Welcome back for our second day with Cathy Gohlke, the two-time Christy Award–winning author of the critically acclaimed novels Saving Amelie, Band of Sisters, Promise Me This (listed by Library Journal as one of the best books of 2012), William Henry Is a Fine Name, and I Have Seen Him in the Watchfires, which also won the American Christian Fiction Writers’ Book of the Year Award and was listed by Library Journal as one of the best books of 2008.
Cathy, you’ve had a varied career path – school librarian, drama director, director of children’s and education ministries. How do you think each of these positions helps you as a writer and storyteller?
School librarian: Discovering and exploring stories and the lives of authors and illustrators with children in the library helped me see the world through the eyes of children—full of wonder, and insistent upon an engaging and credible story. Working with children also reminded me to be sometimes playful in my writing and to bring lightness and joy even to serious situations.
Directing drama—for children, teens and adults—helped me see stories as plays. Characters on stage are three dimensional and are visible at all times—like theatre in the round. Just so, in novels all the characters must be simultaneously doing something. There can be no dead space or slow time. The playgoer must be actively engaged in the story and the characters must act true to their natures and roles. Dialogue must be sharp, must reveal clear motivation, and must move the story along at a good pace. There must be a strong premise to the play and a story arc with turning points, just like in a novel. So, I think that seeing all those things acted out on stage and urging actors to constantly engage the audience has been a great help in creating novels. Good stories tend to come full circle—whether they are written as plays or novels. Good stories leave us with that “ahh” feeling.
Director of Children’s and Education Ministries: This position forced me to plan, organize and coordinate large projects while working with a number of staff and many volunteers. I was always looking for the spiritual takeaway for adults in the studies the church ran and for the greatest possible way to engage the greatest number of children and adults in meaningful studies. I wanted the experience to be energizing, build community, and most especially be spiritually rewarding for them. I quickly learned that I could set and dress the stage, but God gives the experience and works in the heart of each person bringing themselves to the moment. In the same way, I can create a synopsis and write a story, but only God works in the hearts of readers to help them see and experience what He wills. That total surrender to Him, and partnership between God, reader and writer is amazing, exciting, creative—and more than I could have hoped or imagined.
It’s always interesting to see how all the pieces of our lives come together for something down the road. If you could be any character from a favorite historical novel for a few days, who would it be and why?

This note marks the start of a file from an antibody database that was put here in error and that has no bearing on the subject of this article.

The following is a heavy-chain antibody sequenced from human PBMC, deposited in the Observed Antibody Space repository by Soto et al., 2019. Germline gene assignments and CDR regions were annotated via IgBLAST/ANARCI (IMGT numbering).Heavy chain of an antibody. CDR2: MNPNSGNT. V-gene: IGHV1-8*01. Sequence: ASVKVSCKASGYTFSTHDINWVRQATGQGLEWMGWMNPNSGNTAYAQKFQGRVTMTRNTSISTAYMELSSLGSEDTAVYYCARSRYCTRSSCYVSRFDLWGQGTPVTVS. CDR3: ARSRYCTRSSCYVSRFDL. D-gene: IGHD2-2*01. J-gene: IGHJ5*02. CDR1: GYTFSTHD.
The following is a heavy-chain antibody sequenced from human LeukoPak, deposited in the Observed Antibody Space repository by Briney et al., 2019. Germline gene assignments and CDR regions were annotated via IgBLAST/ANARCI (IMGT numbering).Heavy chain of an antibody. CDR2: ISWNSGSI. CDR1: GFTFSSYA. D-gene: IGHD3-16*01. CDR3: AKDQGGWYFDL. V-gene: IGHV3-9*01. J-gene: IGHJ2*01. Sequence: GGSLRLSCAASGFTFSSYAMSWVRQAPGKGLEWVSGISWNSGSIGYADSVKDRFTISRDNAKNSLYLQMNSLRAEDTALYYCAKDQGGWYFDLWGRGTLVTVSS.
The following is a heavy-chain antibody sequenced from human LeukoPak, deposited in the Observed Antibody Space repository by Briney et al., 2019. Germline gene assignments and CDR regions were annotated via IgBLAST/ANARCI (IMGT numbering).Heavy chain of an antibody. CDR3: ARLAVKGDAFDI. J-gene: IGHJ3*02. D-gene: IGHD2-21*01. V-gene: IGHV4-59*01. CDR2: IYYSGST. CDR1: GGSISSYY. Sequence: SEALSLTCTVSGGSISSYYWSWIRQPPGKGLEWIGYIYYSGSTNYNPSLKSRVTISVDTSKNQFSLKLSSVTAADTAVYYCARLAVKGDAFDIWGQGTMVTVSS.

Although these weren’t written as historical novels, I’ve imagined myself as Anne of Green Gables and Jo March in Little Women. Recently, I’ve thought I might like to step into the shoes of Maisie Dobbs—female private investigator just after WWI, when such a thing was not heard of! But, I confess I’m climbing closer to Miss Marple, Agatha Christie’s grandmotherly sleuth.
When starting a new project, do you tend to begin with a time period or event and create the characters to live it, or do you start with characters and then find their story?
This is a chicken or egg question for me—which came first? The characters are primary. That way I understand who they are and how they face the dilemmas of their time period and the events of history. But, the two are so tightly woven that they appear as one. It’s as though I open a book in my mind to a time period, a point in history and find those characters waiting for me, eager to share their lives and story.
Reading fiction can be a way to escape reality for a while, but those stories can still teach some valuable lessons. What points do you hope readers take away from your books?
I hope readers see Christ in my stories, that He is the solution and road to peace and wholeness. I hope they understand that through a relationship with Him the bonds of slavery are broken—those that bind us from outside sources and those of our own making. If readers are brought closer to the Lord through my stories, I’m so very grateful.
Any final words?
Thank you so much for having me. I’ve loved sharing my life and stories with your readers, and look forward to today’s conversations.
And we’re glad you’ve been able to share those things with us! Visitors, you can learn more about Cathy and her books on her website or Facebook page.
And, don’t forget to answer Cathy’s question for your chance to win a copy of Saving Amelie:
What is the name of the controversial German pastor, the author of The Cost of Discipleship, who gave me new insights for Saving Amelie?
Be sure to include your name and email address with your comment (spelling out ‘at’ and ‘dot’ to help cut down on spam). The drawing will be held Friday morning, July 11. Good luck, and we’ll see you back tomorrow!